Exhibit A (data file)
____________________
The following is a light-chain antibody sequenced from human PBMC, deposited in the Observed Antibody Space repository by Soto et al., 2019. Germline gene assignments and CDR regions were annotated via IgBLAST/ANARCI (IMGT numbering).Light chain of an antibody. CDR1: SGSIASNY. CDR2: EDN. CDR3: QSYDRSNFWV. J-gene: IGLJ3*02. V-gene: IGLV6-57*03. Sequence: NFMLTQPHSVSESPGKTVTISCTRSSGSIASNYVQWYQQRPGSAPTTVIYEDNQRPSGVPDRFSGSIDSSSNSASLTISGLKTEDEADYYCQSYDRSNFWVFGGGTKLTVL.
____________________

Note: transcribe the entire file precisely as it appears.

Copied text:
The following is a light-chain antibody sequenced from human PBMC, deposited in the Observed Antibody Space repository by Soto et al., 2019. Germline gene assignments and CDR regions were annotated via IgBLAST/ANARCI (IMGT numbering).Light chain of an antibody. CDR1: SGSIASNY. CDR2: EDN. CDR3: QSYDRSNFWV. J-gene: IGLJ3*02. V-gene: IGLV6-57*03. Sequence: NFMLTQPHSVSESPGKTVTISCTRSSGSIASNYVQWYQQRPGSAPTTVIYEDNQRPSGVPDRFSGSIDSSSNSASLTISGLKTEDEADYYCQSYDRSNFWVFGGGTKLTVL.